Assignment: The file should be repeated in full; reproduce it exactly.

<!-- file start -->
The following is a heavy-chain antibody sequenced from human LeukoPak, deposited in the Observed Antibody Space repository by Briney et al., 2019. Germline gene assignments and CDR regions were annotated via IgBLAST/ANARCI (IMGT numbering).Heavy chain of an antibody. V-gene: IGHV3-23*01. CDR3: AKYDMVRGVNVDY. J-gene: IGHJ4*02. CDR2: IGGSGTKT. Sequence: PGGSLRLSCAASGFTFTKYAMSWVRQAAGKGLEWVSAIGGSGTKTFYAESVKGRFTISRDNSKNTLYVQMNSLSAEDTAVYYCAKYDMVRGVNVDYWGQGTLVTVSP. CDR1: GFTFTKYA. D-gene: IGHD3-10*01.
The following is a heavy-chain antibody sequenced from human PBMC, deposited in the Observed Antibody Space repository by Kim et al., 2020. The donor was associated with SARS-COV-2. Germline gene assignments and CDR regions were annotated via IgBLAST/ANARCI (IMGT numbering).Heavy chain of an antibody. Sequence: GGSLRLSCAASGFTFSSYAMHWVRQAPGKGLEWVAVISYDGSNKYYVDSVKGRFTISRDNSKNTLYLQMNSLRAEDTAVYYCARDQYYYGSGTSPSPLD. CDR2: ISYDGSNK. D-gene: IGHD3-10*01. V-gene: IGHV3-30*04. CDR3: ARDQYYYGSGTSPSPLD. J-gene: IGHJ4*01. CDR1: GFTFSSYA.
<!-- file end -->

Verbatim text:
The following is a heavy-chain antibody sequenced from human LeukoPak, deposited in the Observed Antibody Space repository by Briney et al., 2019. Germline gene assignments and CDR regions were annotated via IgBLAST/ANARCI (IMGT numbering).Heavy chain of an antibody. V-gene: IGHV3-23*01. CDR3: AKYDMVRGVNVDY. J-gene: IGHJ4*02. CDR2: IGGSGTKT. Sequence: PGGSLRLSCAASGFTFTKYAMSWVRQAAGKGLEWVSAIGGSGTKTFYAESVKGRFTISRDNSKNTLYVQMNSLSAEDTAVYYCAKYDMVRGVNVDYWGQGTLVTVSP. CDR1: GFTFTKYA. D-gene: IGHD3-10*01.
The following is a heavy-chain antibody sequenced from human PBMC, deposited in the Observed Antibody Space repository by Kim et al., 2020. The donor was associated with SARS-COV-2. Germline gene assignments and CDR regions were annotated via IgBLAST/ANARCI (IMGT numbering).Heavy chain of an antibody. Sequence: GGSLRLSCAASGFTFSSYAMHWVRQAPGKGLEWVAVISYDGSNKYYVDSVKGRFTISRDNSKNTLYLQMNSLRAEDTAVYYCARDQYYYGSGTSPSPLD. CDR2: ISYDGSNK. D-gene: IGHD3-10*01. V-gene: IGHV3-30*04. CDR3: ARDQYYYGSGTSPSPLD. J-gene: IGHJ4*01. CDR1: GFTFSSYA.